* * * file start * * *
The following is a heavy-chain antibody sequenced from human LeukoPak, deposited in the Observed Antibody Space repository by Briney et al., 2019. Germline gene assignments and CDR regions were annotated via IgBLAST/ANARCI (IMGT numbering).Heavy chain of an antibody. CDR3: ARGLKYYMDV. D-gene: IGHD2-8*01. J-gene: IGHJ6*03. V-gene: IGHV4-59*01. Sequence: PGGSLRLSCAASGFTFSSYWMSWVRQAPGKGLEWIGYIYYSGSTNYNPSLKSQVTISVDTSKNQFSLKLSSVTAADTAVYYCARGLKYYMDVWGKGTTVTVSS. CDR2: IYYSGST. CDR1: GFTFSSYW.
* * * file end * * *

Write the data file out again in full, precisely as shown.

The following is a heavy-chain antibody sequenced from human LeukoPak, deposited in the Observed Antibody Space repository by Briney et al., 2019. Germline gene assignments and CDR regions were annotated via IgBLAST/ANARCI (IMGT numbering).Heavy chain of an antibody. CDR3: ARGLKYYMDV. D-gene: IGHD2-8*01. J-gene: IGHJ6*03. V-gene: IGHV4-59*01. Sequence: PGGSLRLSCAASGFTFSSYWMSWVRQAPGKGLEWIGYIYYSGSTNYNPSLKSQVTISVDTSKNQFSLKLSSVTAADTAVYYCARGLKYYMDVWGKGTTVTVSS. CDR2: IYYSGST. CDR1: GFTFSSYW.